Vitamin K2 has Beneficial Effects on Insulin Resistance Type PCOS

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Vitamin K2 supplementation has beneficial effects on insulin resistance type PCOS

Beneficial health effects of Menaquinone‐7 on body composition, glycemic indices, lipid profile, and endocrine markers in polycystic ovary syndrome patients


Vitamins K1 and K2 have recently attracted attention as potential micronutrients beneficial in the management of diseases associated with insulin resistance.

A previous unrelated study found that vitamin K altered glucose metabolism by improving insulin sensitivity and β-cell function.

To date studies of vitamin K supplementation, in women with PCOS, has always been combined with vitamin D preventing any individual interpretation of the results.


Women aged 18 – 40 years old with PCOS, according to the Rotterdam criteria, were recruited from the Infertility Clinic of Ghadir Mother & Child Hospital for this randomized, double-blind placebo-controlled trial.

Any women with thyroid disorders, congenital adrenal hyperplasia, Cushing syndrome, diabetes mellitus, hypertension, pregnant or lactating, on antibiotics, anticoagulants or other medication likely to interfere with the results, including specific diets or exercise plans, were automatically excluded from the study.

Following initial assessment 84 women, who satisfied the inclusion exclusion criteria, were randomly allocated to the 2 groups (treatment or control).In the treatment group, 42 women were given 90µg of Menaquinone‐7 (Vitamin K2), to take daily for 8 weeks, while the other 42 women in the control group received a placebo, identical in colour, smell, size and weight to take similarly.

The women were asked not to alter their diet or physical activity levels. Dietary intake was recorded for a 3-day period at the start and end of the trial while physical activity was measured using the validated International Physical Activity Questionnaire (IPAQ). Hirsutism and acne questionnaires were also completed pre- and post-trial to capture any changes.

Similarly, insulin resistance, lipid profile, endocrine markers (LH, FSH, TT, SHBG, DHEAS, DHT) and body composition of participants were all measured, pre- and post-trial, following a 12 hour fast on the 3rd day of the follicular cycle.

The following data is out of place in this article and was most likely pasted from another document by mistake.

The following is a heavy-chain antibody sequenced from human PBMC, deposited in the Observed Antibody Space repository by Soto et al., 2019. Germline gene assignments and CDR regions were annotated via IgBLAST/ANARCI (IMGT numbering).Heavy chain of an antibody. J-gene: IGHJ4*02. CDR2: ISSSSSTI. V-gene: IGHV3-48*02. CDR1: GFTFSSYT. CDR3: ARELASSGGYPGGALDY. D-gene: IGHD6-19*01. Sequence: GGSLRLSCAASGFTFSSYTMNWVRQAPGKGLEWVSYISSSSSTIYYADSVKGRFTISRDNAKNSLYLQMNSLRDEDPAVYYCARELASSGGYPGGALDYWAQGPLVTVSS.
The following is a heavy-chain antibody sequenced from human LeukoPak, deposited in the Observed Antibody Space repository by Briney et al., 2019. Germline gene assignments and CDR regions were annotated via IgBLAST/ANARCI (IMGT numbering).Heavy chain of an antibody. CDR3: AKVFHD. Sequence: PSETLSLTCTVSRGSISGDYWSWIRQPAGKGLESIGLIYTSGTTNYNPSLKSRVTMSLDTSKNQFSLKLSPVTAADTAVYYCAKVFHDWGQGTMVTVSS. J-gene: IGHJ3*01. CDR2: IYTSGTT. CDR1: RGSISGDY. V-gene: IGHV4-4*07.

Five women withdrew from the study during the trial resulting in final group sizes of 40 and 39, in the treatment and control groups respectively

Baseline (pre-trial) characteristics showed no significant differences between the 2 groups in age, anthropometric measurements, biochemical parameters or hirsutism scores.

After 8 weeks, initial analysis confirmed that serum levels of vitamin K was significantly increased (450.20 vs. 436.95 ng/ml) in the treatment group and no changes in macro- or micronutrient intake of participants occurred during the trial.

Next analysis of anthropometric and clinical parameters showed that vitamin K2 supplementation significantly decreased waist circumference (86.25 vs. 87.00 cm) and fat mass (22.97 vs. 24.08 kg) while simultaneously increasing skeletal muscle mass (24.60 vs. 24.22 kg).

Analysis of endocrine parameters, lipid profile and glycemic indices showed that vitamin K supplementation caused significant improvements across various markers;

  • decreasing triglycerides (125.52 vs. 128.55 mg/dl)
  • decreasing fasting insulin (7.40 vs. 8.05 µIU/ml)
  • decreasing HOMA -IR (1.47 vs. 1.71)
  • decreasing HOMA-β (5.59 vs. 6.00)
  • decreasing Free Androgen Index (0.05 vs. 0.05)
  • decreasing DHT (253.70 vs. 266.9 pg/ml)
  • increasing SHBG (55.1 vs. 50.2 nmol/L)
  • increasing QUICKI (quantitative insulin sensitivity check index)

Interestingly no significant effects were seen on endocrine parameters (LH, FSH, TT, DHEAS) or other lipid markers (LDL, HDL).

Finally no adverse side effects were reported during the course of this study.


This randomized double-blinded placebo control trial, in women with PCOS, found that 90µg of Vitamin K2 daily for 8 weeks, significantly increased Sex hormone-binding globulin levels and reduced Dihydrotestosterone, resulting in lower Free Androgen Index scores and improved insulin sensitivity.


  1. Inflammatory markers or adiponectin was not measured
  2. Failed to measure carboxylated and undercarboxylated osteocalcin isoforms to assist with interpretation of the results

Similar studies

Karamali M, et al. (2017). The effects of calcium, vitamins D and K co‐supplementation on markers of insulin metabolism and lipid profiles in vitamin D‐deficient women with polycystic ovary syndrome.

Razavi M, et al. (2016). The effects of vitamin D‐K‐calcium co‐supplementation on endocrine, inflammation, and oxidative stress biomarkers in vitamin D‐deficient women with polycystic ovary syndrome: A randomized, double‐blind, placebo‐controlled trial.


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